We Are X is the story of one of the biggest bands of all time. While many Americans are likely clueless to their superstardom, X Japan is an act that has captivated millions of fans around the world. This documentary serves as a good primer for the uninitiated as a straightforward account of the band’s rise to fame. While the rags to riches story is simplistic in its illustration, We Are X succeeds at conveying the massive scale of the band at its center while also giving an intimate look at the group’s lead composer, Yoshiki.
It’s hard not to come away respecting the hell out of the two primary bandmates, Toshi and Yoshiki. Both men are at the point of breaking their bodies in the name of live performance, but are motivated to keep going through sheer force of will. It is their stories that give We Are X its driving momentum and grace. The interviews with both men are extremely personal, helping to flesh out just how much the music means to them. Yoshiki is painted as a tortured soul; a man who never truly came to grips with his father’s death. Toshi, who was initiated into a manipulative cult at the height of the band’s popularity, is a man trying to reclaim his life after losing all control. Their stories and friendship keep the documentary grounded in a humanistic way.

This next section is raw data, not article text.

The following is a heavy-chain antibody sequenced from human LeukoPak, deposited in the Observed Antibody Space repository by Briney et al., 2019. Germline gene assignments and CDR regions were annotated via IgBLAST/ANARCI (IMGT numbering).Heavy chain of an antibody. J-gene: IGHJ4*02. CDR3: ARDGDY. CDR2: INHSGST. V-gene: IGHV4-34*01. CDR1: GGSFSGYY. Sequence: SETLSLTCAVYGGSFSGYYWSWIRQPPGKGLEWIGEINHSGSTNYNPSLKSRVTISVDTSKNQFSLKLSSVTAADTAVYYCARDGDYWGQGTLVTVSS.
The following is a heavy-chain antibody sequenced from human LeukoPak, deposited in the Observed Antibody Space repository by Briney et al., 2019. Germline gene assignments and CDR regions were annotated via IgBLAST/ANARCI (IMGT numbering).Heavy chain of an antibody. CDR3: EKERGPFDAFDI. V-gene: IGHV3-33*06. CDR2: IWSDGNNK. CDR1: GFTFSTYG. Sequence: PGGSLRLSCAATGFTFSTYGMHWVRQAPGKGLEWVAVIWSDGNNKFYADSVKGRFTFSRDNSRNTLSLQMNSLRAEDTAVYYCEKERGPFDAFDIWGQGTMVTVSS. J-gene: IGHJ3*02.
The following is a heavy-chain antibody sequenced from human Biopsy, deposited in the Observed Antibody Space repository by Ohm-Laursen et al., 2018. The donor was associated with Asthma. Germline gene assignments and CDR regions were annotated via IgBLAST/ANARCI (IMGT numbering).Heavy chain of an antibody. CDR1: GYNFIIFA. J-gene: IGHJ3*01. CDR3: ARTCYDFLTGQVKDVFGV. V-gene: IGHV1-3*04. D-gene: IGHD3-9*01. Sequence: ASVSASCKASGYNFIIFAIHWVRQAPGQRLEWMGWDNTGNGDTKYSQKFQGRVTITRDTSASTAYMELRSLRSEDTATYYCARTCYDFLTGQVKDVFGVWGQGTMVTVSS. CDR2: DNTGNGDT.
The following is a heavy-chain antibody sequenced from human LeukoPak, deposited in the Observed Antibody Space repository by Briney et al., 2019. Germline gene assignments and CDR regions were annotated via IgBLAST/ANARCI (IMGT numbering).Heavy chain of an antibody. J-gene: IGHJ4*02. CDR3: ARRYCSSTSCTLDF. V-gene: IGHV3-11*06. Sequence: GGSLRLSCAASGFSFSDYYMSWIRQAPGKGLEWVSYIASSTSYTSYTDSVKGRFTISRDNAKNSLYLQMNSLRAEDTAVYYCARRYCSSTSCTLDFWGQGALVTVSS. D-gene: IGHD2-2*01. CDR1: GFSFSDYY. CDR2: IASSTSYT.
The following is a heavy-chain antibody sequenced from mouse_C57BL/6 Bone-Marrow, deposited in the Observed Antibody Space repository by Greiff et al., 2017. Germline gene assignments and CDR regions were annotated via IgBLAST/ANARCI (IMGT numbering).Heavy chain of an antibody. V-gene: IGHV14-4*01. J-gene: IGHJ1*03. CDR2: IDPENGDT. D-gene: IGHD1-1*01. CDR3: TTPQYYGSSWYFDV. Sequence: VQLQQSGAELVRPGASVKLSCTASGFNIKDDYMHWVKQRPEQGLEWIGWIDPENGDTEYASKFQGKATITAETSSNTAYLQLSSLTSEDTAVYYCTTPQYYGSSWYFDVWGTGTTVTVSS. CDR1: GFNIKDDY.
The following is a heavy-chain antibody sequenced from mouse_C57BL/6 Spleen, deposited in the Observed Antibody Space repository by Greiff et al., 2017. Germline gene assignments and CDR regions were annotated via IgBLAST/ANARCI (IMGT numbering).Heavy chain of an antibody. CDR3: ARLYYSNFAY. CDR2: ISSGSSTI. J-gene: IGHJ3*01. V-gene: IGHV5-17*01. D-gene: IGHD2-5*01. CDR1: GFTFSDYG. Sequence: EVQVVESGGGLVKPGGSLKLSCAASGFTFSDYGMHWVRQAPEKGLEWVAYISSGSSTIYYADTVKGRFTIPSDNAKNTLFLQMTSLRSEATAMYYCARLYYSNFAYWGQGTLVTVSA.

Compiled from a huge resource of home videos, taped performances and documentary footage. The doc follows X Japan during their preparation for a blow-out Madison Square Garden show. The lead up to the show itself is played as a framing device, although not much of the show is ultimately shown. Granted, this is more of a documentary about the rise of the band rather than a concert movie. Films like Shut Up And Play The Hits find a balance between the two, but We Are X is more concerned with the history of why the band rose to prominence in lieu of intense concert footage.
The story of the band is a fascinating one. It’s a testament to the filmmakers that they give plenty of screen time to each bandmate since they all have very distinct stage presences and personalities. The band is illustrated here as a gang of misfits who all deal with their demons through their music. This aspect of the band seems to have genuinely effected people throughout the world. During a segment on the suicide of their guitarist, Hide, news footage is shown which showcases riots in the streets at the news of his passing. People fell down and screamed out at the sight of his hearse driving down the street. That kind of fandom is something only a very rare band can achieve, and X Japan are one of them. This film will no doubt please both longtime fans and newcomers alike with its rousing concert footage, emotional interviews and respect for the band that changed music for so many.